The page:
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Monitoring wild fauna fertility non-invasively

  • G. Caplen (a1) (a2) (a3), T.T. Mottram (a1), A. Pickard (a2) and S. Milligan (a3)


Scientists have long known that certain pesticides, industrial chemicals and heavy metals have a detrimental impact on the reproductive health of a wide range of species (including humans) by disrupting the endocrine system. As exposure to, and the effects of, ‘endocrine disrupters’ are likely to be more pronounced in wild species with a short gestation period and life-cycle we have chosen to develop non-invasive tools based upon faecal steroid analysis to monitor the reproductive status of the short-tailed field vole (Microtus agrestis). This approach is hoped to eventually provide a sensitive means of detecting environmental disturbances that could adversely affect humans, livestock and wildlife by establishing the the field vole as a terrestrial biomarker. Faecal steroid hormone analysis has already been demonstrated as being a convenient and reliable means of diagnosing reproductive state in a large range of mammalian species (including gazelle, rhino, macaque and mice), however, as of yet little is known regarding the hormonal changes that occur during pregnancy in M. agrestis.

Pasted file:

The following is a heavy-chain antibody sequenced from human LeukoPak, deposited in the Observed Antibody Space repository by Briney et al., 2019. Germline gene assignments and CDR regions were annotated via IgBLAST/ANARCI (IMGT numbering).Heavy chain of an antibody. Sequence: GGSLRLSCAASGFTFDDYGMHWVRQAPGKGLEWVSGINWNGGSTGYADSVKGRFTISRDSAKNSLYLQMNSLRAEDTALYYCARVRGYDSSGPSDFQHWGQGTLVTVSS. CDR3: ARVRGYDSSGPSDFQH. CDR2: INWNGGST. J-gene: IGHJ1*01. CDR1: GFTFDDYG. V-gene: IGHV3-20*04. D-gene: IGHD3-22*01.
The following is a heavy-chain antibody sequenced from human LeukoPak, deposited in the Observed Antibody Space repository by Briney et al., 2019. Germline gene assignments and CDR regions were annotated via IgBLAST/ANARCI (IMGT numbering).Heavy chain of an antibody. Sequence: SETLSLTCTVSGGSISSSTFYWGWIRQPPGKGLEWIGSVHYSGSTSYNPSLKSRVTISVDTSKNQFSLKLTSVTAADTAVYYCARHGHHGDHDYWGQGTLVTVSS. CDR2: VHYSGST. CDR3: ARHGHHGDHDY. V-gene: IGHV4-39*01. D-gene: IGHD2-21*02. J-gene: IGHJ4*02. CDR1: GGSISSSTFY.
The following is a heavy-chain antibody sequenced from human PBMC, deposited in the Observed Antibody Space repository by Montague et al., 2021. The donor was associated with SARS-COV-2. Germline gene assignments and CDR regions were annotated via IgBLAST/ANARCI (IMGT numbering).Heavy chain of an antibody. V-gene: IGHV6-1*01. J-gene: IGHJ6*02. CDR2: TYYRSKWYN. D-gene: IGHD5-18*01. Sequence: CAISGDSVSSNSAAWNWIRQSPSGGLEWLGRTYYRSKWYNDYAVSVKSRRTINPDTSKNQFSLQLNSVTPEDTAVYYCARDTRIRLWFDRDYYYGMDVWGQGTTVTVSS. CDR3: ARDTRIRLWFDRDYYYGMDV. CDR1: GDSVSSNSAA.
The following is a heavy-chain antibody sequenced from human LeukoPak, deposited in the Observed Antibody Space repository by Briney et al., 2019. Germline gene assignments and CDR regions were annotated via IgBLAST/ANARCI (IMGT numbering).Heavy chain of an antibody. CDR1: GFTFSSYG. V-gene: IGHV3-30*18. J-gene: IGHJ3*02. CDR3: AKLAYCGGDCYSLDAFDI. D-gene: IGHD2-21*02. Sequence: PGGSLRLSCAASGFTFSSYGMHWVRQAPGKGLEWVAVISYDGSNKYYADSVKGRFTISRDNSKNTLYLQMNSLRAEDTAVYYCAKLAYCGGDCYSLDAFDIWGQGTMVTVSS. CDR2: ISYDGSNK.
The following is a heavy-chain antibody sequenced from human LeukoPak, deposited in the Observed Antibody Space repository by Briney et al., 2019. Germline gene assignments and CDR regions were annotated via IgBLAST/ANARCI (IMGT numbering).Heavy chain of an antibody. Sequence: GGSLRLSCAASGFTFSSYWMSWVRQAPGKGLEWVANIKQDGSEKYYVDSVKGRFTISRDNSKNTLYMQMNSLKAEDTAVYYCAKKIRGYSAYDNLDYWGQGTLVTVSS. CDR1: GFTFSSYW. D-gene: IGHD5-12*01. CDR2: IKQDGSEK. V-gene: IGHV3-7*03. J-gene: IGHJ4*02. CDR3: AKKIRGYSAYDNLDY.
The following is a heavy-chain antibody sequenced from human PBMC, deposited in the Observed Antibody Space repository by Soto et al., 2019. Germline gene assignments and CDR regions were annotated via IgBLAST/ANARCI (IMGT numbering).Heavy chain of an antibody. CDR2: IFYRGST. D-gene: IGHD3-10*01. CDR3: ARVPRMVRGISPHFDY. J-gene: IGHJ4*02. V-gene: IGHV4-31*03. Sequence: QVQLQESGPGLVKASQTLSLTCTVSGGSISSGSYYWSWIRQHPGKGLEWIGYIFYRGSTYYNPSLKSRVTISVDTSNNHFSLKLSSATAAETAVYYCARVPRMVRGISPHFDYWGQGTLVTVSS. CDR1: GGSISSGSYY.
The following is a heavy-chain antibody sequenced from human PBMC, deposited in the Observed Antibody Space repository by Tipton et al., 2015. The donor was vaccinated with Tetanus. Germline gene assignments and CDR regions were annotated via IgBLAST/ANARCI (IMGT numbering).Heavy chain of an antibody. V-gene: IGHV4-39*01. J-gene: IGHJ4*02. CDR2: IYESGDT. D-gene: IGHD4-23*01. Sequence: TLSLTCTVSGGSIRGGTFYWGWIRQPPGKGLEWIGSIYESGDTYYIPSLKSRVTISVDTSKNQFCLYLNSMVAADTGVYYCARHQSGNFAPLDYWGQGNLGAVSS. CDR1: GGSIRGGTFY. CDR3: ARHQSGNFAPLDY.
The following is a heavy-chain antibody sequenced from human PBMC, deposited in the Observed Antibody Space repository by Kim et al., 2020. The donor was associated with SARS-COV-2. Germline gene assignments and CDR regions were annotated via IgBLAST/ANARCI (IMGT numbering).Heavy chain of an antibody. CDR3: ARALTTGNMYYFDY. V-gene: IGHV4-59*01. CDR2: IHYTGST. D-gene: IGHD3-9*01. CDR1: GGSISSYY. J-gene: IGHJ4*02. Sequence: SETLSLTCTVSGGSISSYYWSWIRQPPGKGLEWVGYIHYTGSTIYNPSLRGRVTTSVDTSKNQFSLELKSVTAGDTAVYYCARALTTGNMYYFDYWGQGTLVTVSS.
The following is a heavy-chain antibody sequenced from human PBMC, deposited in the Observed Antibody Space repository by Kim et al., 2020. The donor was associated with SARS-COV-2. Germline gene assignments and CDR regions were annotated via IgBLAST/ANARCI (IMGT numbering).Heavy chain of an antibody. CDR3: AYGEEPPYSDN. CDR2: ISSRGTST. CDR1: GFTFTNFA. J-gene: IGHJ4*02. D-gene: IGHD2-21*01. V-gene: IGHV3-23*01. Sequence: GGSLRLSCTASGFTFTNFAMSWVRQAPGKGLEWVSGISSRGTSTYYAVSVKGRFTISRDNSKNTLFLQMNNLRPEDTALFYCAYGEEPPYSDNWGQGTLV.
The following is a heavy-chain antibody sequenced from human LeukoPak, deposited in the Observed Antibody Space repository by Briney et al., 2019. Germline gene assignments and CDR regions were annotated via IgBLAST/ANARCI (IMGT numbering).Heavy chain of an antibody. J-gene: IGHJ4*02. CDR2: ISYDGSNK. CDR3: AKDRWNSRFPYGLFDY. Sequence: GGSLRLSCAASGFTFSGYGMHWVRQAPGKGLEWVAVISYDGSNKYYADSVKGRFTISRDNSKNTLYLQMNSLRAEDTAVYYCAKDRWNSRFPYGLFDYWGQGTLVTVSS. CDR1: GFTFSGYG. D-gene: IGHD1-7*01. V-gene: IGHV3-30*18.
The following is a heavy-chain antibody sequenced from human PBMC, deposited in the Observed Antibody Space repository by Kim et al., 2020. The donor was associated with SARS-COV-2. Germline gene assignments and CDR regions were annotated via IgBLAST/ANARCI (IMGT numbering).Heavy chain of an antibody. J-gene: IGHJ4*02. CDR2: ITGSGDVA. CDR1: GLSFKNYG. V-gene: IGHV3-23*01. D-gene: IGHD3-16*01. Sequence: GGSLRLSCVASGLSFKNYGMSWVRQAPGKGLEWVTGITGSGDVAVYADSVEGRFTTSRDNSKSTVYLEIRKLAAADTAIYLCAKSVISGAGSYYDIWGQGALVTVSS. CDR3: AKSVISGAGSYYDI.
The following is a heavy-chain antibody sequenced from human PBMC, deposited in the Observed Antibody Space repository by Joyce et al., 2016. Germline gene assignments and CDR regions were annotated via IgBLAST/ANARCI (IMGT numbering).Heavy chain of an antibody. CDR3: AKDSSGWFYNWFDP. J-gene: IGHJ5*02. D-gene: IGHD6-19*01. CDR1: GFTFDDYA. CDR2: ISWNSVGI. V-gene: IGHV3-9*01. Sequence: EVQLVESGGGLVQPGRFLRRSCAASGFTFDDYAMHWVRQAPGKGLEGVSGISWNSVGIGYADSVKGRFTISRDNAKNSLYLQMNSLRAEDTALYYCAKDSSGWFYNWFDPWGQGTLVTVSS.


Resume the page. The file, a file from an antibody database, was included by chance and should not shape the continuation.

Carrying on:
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Hindle, J.E., Möstl, E. and Hodges, J.K., 1992. ‘Measurement of urinary oestrogens and 20adihydroprogesterone during ovarian cycles of black (Diceros bicornis) and white (Ceratotherium simum) rhinoceroses’. Journal of Reproduction and Fertility, 94: 237249.
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BSAP Occasional Publication
  • ISSN: 0263-967X
  • EISSN: 2053-5953
  • URL: /core/journals/bsap-occasional-publication
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